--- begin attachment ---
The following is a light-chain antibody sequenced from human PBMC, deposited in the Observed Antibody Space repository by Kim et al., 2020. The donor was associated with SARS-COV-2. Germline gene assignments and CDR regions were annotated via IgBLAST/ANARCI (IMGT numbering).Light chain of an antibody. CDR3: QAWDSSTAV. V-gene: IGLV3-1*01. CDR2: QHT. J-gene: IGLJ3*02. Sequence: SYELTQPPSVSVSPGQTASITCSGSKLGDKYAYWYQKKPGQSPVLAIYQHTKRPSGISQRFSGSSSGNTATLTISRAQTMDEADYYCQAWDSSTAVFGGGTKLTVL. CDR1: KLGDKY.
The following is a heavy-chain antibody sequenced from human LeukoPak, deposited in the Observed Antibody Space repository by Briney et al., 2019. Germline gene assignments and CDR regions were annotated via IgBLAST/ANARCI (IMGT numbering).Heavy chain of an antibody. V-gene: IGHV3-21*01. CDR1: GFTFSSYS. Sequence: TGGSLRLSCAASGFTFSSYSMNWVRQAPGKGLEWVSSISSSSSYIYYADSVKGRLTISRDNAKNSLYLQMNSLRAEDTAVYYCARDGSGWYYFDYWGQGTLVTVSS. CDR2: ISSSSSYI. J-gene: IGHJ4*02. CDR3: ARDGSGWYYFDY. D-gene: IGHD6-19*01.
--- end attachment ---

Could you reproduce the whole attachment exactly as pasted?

The following is a light-chain antibody sequenced from human PBMC, deposited in the Observed Antibody Space repository by Kim et al., 2020. The donor was associated with SARS-COV-2. Germline gene assignments and CDR regions were annotated via IgBLAST/ANARCI (IMGT numbering).Light chain of an antibody. CDR3: QAWDSSTAV. V-gene: IGLV3-1*01. CDR2: QHT. J-gene: IGLJ3*02. Sequence: SYELTQPPSVSVSPGQTASITCSGSKLGDKYAYWYQKKPGQSPVLAIYQHTKRPSGISQRFSGSSSGNTATLTISRAQTMDEADYYCQAWDSSTAVFGGGTKLTVL. CDR1: KLGDKY.
The following is a heavy-chain antibody sequenced from human LeukoPak, deposited in the Observed Antibody Space repository by Briney et al., 2019. Germline gene assignments and CDR regions were annotated via IgBLAST/ANARCI (IMGT numbering).Heavy chain of an antibody. V-gene: IGHV3-21*01. CDR1: GFTFSSYS. Sequence: TGGSLRLSCAASGFTFSSYSMNWVRQAPGKGLEWVSSISSSSSYIYYADSVKGRLTISRDNAKNSLYLQMNSLRAEDTAVYYCARDGSGWYYFDYWGQGTLVTVSS. CDR2: ISSSSSYI. J-gene: IGHJ4*02. CDR3: ARDGSGWYYFDY. D-gene: IGHD6-19*01.